I remember the first time I went camping, I looked in detail at where I was going to set up my tent, got out all the poles and rods, spend 30 minutes (okay, more like an hour…) setting up the tent to then look up and notice a giant tree above me. I’d totally forgot to account for the tree.
It’s not safe to camp under a tree as during even slight winds items such as fruit and branches can drop to the ground where you’re camping. Camping under a tree increases your risk of being hit by lightning or your tent setting fire as a result of a nearby lightning strike.
It’s therefore suggested that when camping you pitch your tent at a distance of at least 15 metres from any nearby trees. However, you may want to increase the distance depending on the size of the tree as this can impact the distance in which branches and fruit can fall.
What Happens If You Camp Under A Tree?
Since you are outside, you will be exposed to all sorts of birds, insects, and creatures that lurk around. The risk of them hurting you is more significant if you stay under a tree.
You could have ants crawling into your camping gear and equipment, which would be unpleasant to anyone. Also, bees, snakes, or any other nasty creature might be around trees, and they could sting or bite you. Venom from these creatures is dangerous and could be fatal if not treated quickly.
Furthermore, when rain falls, lightning comes with it in most cases, which is not good for campers, especially those under trees.
On campsites, trees grow tall because they compete for sunlight with other trees, thus making them prone to lightning strikes. If struck by lightning, a tree might fall and have a devastating impact on a nearby camper. It can start a forest fire, and campers sleeping under the tree can be set on fire, which is an outcome nobody would like to see.
Additionally, plants produce their food through a process called Photosynthesis that makes use of sunlight and carbon dioxide in the air. However, at night, plants respirate through their leaves, thereby releasing carbon dioxide into the atmosphere.
It is common knowledge that carbon dioxide in high concentrations is harmful to humans, so camping under trees, especially at night, is not advisable.
Trees with plenty of leaves are usually associated with higher carbon dioxide levels, but it is noteworthy that people might not be drastically affected by it, nevertheless, prevention is better than cure.
While it is nice to have rain on a day you have planned to relax on, it is troublesome when it comes to camping. Apart from the fact that rainwater can make its way through tents or sleeping bags, campfires can get extinguished.
Moreover, when you set up your campsite at the foot of a tree, leaves can trap drops of water falling from the sky. This water would keep dropping unto your campsite long after the rain has stopped falling. This is inconvenient and ruins your camping experience, so if you have a choice, avoid it.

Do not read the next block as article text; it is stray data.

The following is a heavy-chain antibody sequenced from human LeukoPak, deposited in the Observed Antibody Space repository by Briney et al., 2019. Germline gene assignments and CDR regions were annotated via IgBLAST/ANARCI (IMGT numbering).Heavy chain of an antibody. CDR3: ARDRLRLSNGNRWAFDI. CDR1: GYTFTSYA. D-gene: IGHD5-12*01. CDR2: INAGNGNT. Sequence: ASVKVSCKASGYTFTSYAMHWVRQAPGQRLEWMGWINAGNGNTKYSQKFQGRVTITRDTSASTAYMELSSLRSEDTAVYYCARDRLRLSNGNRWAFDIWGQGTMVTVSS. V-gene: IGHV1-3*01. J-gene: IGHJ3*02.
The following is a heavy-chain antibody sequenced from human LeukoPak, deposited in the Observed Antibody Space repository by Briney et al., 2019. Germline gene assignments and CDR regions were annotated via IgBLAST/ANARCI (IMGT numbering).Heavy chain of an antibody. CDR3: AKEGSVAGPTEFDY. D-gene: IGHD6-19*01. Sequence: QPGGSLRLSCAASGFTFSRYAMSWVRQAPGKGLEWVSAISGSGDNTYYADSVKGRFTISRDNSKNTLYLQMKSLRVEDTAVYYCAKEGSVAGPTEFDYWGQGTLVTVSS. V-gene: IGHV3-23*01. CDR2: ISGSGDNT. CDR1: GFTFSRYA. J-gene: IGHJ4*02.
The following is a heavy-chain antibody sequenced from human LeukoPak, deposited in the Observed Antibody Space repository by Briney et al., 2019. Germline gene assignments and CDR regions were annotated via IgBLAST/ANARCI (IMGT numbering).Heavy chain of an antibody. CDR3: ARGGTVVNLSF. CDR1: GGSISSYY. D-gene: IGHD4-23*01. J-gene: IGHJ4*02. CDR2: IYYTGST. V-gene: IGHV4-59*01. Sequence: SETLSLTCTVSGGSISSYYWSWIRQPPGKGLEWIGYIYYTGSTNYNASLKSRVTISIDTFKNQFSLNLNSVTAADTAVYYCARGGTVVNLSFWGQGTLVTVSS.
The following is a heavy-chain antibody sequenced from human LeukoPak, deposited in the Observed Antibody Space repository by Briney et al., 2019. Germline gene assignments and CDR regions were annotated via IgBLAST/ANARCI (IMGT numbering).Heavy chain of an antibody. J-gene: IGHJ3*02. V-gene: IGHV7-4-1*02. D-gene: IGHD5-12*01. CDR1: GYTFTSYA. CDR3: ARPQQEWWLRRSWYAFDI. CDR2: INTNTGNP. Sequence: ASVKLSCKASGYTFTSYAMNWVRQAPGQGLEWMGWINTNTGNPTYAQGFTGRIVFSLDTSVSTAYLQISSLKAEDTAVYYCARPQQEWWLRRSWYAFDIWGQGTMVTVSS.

Are There Myths About Superstitions Under Trees?
Some people believe that sleeping under trees can attract some supernatural beings to you. Although there is no proof of this, it is widely believed, especially among Indians.
They feel that anybody that sleeping under the tree would be pressed to the ground by ghosts.
It is not clear what led to this belief, but some think it is from sleep paralysis some individuals experienced while falling asleep under a tree.
However, since people believe in the saying that “it is better to be safe than sorry,” they tend to avoid sleeping under trees incase there is a slight that the superstition has some truth in it.
What To Consider If Camping Under A Tree?
If you are thrilled by the idea of camping under a tree, ensure you are safe by doing all you can to identify all obvious signs that a tree might be hazardous.
Any tree that has a slight indication that it would not be left standing in the near future should be avoided at all costs. Also, ask yourself the following questions before proceeding to camp under a tree.
Is The Weather Favourable?
Check out the weather forecast for the time you would spend camping and pay attention to the predicted rainfall.
Furthermore, note if winds are expected to be strong because they can blow branches off stress; check if there is a high probability lightning would accompany rain that might be expected to fall.
Lightning tends to strike down trees, and you do not want to be present during a catastrophic event like that.
Is The Tree Still In Good Condition?
Please stay away from any tree that has a significant portion of its trunk exposed either from impact with a vehicle, attacks from wild animals, attempts by a human to cut the tree, and so on.
This shows the tree is relatively weak, and the exposed part might harbor harmful biological organisms that might be infectious.
Additionally, if the tree is leaning to one side, stay away from it because you never know when it will fall over. If branches are weak, they might fall unexpectedly, and nobody wants that, so stay away and stay safe.
Even if the tree does not look like there is anything wrong with it, if it is the only one of its kind in a particular area at the campsite after the rest of its kind has been cut down, it might be best to stay away from it.
This is because the tree must have been used to less windy conditions that resulted from surrounding trees receiving some of the wind.
However, now that it is alone, it might not withstand strong winds for long, and you do not want to be there when the trees’ strength is being tested.
Does The Tree Bear Fruits?
It would be best to stay away from trees with fruits growing out from them, especially if the fruits are heavy. When these fruits drop, the impact might be great and have severe consequences not expected on the camping trip.
Sleeping under such trees puts the individual in harm’s way. Furthermore, ants and crawling insects tend to be attracted to fruit-bearing trees, so you should avoid them.